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Jud

Semi-Customized DAC Part III - Success! (Provisional but sweet)

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Having connected the output wiring properly this time (had wired my output jacks to metal-rimmed mounting holes near the contacts rather than the contacts themselves), I was eagerly awaiting the new transformer. It came yesterday. Like Christmas in May - which, having been raised Jewish, is saying something.

Soldered the transformer wires where they needed to go, hooked everything up, powered it on, turned on the amp, turned off the mute switch, turned up the volume, and - Music! Yee-hah! Unlike the initial run a couple of weeks ago, nothing overheated at all. (In fact I had the unit burning in overnight, and when I checked this morning, again nothing was hot.)

I played the first batch of songs using a normal garden variety fuse. In this first batch I included a DSD file, "We Belong Together," from the MoFi release of Rickie Lee Jones' Pirates, because I'd never had the opportunity to hear native DSD playback before.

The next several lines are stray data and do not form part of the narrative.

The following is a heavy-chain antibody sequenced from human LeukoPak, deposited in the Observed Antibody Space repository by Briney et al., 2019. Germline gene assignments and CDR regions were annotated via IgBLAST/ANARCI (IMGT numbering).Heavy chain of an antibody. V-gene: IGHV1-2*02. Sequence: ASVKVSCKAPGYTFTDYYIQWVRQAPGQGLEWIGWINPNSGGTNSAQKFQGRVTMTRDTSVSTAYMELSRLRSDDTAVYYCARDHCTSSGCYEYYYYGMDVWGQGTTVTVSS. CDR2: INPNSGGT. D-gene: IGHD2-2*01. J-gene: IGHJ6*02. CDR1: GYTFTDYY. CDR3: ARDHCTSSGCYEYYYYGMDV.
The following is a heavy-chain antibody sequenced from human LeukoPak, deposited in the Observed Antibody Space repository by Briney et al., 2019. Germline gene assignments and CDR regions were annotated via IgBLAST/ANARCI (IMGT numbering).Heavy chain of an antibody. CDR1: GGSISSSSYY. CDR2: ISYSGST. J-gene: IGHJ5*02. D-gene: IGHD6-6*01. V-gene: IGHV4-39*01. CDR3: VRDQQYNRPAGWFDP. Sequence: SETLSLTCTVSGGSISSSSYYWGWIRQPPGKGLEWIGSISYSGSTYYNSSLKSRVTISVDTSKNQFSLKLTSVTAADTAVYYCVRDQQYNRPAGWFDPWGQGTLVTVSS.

Ho-lee Sh**t! Jaw-dropping. There's some really well-recorded percussion on this song, and the absolute slam! of it with native DSD was something I hadn't heard before outside of live concerts and high end shows. Nothing sloppy about it (I can't stand distortion), just good tight drum impact.

After that, I decided it was time to try the Hi-Fi Tuning Supreme "Black" audiophile fuse. (The IEC inlet I bought incorporates a fuse holder, making changes a breeze.) And odd/dubious as it may seem, yes, I really think it improved the sound. Replayed "We Belong Together," and the slam! was still there, but also more subtle low-level detail, e.g., more instrumental technique audible and more prolonged decay of the piano chord at the end of the song.